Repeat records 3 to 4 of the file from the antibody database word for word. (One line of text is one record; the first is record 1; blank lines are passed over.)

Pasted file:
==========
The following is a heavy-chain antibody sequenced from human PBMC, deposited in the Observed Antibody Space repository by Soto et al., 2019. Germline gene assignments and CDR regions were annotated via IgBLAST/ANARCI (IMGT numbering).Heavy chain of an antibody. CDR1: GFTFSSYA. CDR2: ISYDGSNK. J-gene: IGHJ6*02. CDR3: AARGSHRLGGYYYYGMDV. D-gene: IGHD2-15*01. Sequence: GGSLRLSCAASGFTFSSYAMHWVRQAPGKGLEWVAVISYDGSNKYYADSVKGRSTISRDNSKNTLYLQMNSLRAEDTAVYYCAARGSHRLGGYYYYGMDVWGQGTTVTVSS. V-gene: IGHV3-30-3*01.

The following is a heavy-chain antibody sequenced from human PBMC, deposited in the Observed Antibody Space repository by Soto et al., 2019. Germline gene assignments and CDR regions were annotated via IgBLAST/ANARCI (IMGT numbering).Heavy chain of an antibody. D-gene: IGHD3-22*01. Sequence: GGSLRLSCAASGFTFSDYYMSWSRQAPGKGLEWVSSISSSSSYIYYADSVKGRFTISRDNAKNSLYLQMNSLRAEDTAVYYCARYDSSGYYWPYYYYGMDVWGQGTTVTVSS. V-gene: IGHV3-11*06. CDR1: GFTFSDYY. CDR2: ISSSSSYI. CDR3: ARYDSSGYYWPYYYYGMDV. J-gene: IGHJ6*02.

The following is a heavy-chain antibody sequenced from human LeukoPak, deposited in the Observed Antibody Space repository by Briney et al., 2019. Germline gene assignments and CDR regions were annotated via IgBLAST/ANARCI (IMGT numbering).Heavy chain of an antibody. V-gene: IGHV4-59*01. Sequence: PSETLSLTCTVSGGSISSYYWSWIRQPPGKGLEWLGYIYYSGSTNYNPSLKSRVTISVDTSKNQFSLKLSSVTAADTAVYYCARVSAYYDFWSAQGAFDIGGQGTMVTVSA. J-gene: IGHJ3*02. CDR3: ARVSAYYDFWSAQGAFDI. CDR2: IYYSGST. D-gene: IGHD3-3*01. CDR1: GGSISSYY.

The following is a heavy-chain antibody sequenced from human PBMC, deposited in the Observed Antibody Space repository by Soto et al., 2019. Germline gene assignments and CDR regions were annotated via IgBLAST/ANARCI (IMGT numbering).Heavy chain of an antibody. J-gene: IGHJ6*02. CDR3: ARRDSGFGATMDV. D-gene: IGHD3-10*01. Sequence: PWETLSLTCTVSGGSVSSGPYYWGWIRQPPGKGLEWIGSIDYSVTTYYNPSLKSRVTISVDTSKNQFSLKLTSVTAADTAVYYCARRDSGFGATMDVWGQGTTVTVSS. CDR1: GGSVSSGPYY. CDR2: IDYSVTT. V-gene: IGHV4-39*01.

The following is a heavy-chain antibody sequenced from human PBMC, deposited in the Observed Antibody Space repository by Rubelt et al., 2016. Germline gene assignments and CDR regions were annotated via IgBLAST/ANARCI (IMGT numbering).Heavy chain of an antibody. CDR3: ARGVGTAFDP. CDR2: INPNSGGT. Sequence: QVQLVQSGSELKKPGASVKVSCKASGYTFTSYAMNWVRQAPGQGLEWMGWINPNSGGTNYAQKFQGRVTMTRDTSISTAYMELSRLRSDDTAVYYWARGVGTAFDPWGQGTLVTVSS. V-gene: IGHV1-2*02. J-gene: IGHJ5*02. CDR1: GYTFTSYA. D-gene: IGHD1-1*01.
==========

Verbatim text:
The following is a heavy-chain antibody sequenced from human LeukoPak, deposited in the Observed Antibody Space repository by Briney et al., 2019. Germline gene assignments and CDR regions were annotated via IgBLAST/ANARCI (IMGT numbering).Heavy chain of an antibody. V-gene: IGHV4-59*01. Sequence: PSETLSLTCTVSGGSISSYYWSWIRQPPGKGLEWLGYIYYSGSTNYNPSLKSRVTISVDTSKNQFSLKLSSVTAADTAVYYCARVSAYYDFWSAQGAFDIGGQGTMVTVSA. J-gene: IGHJ3*02. CDR3: ARVSAYYDFWSAQGAFDI. CDR2: IYYSGST. D-gene: IGHD3-3*01. CDR1: GGSISSYY.

The following is a heavy-chain antibody sequenced from human PBMC, deposited in the Observed Antibody Space repository by Soto et al., 2019. Germline gene assignments and CDR regions were annotated via IgBLAST/ANARCI (IMGT numbering).Heavy chain of an antibody. J-gene: IGHJ6*02. CDR3: ARRDSGFGATMDV. D-gene: IGHD3-10*01. Sequence: PWETLSLTCTVSGGSVSSGPYYWGWIRQPPGKGLEWIGSIDYSVTTYYNPSLKSRVTISVDTSKNQFSLKLTSVTAADTAVYYCARRDSGFGATMDVWGQGTTVTVSS. CDR1: GGSVSSGPYY. CDR2: IDYSVTT. V-gene: IGHV4-39*01.